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What I'd Tell the Father Who Taught His Daughter I'm a 'Midget'

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Hypochondroplasia is a mild case of dwarfism where my upper limbs and legs are shorter than the average person’s. My parents treated me no different than anyone else growing up. My mom worked with me every night to develop my social skills so I could hold my own. I never really noticed my height difference until I went to ride amusement park rides and saw I was under the limit. It wasn’t the greatest feeling.

I always felt the biggest because of my attitude; I feel like I can see eye-to-eye with my best friend, who’s 6 feet, 4 inches tall. I’m proud of who I am. However, some people in this world have different views of little people and make fun of me. I even came across a person who has​ a phobia of little people and ran away from me when being introduced. How can we live in such a judgmental society?

To make everyone feel comfortable when they meet me, I always crack a short joke. That’s how I’ve formed some great friendships and memories with wonderful people who love and accept me for who I am, no matter what my size.

I’ve been out with my tall best friend and had people laugh at us.​ I literally had to hold him back from beating them up. P​eople have asked to take a picture with me; my friends jump in to stop them. Sometimes I’ll oblige just to avoid conflict. After,​​ I’ll just continue my evening with people who love and care about me for who I am.​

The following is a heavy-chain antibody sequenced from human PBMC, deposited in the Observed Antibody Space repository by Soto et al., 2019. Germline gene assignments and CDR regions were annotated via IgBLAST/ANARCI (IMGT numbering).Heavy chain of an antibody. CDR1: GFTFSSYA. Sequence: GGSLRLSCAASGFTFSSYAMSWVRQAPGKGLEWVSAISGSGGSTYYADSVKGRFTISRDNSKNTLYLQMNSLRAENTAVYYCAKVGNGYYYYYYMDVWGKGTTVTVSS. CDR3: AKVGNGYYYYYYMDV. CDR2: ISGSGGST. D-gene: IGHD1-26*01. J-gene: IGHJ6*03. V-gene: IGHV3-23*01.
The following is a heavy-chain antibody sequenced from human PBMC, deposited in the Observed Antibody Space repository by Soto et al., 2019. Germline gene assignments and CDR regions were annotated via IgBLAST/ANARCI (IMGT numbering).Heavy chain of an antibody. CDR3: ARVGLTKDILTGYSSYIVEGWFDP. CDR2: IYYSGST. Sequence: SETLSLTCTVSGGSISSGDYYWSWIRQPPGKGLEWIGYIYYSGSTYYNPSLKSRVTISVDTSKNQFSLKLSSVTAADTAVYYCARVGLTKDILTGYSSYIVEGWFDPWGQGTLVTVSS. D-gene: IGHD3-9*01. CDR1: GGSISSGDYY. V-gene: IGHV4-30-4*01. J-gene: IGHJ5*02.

I adjust to everyday society. I have pedal extenders on my car so I can drive, a step stool at work so I can cut hair and have an expertise in climbing to reach everything.

I’ve been called a midget before, and I never let it bother me. However, there are other little people out who find that word offensive. I work at a hair salon in the mall, and when I was carrying a big box that was almost as big as me, I saw a little girl next to me ask her dad, “ Why is she so little?” The father replied, “Because she is a midget.”

I never corrected the man. I kept walking, but I was thinking about that little girl. Now she will call every short person she meets a midget. She might offend someone. Society needs to make “little person” the politically-correct term for a short person.

This is what I’d want that father and his daughter to know about me:

As a short person, I embrace my differences, live life to the fullest and have fun. Yes, I dress up as an elf at Christmas and send out cards with myself and Santa on it. Yes, I tell little kids I’m an elf and that they have to behave for their parents. I’m great at hide-and-seek. I’m travel-size and can do anything anyone else can. I’ll always find a way to overcome challenges and accomplish my goals no matter what they are. I’ll always prove people wrong when they say I cannot do something. Height does not matter for anything in life. I​​t’s the size of your heart, your willpower and your ​determination that help make you a better person.

Ana Songin

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Originally published: May 12, 2015
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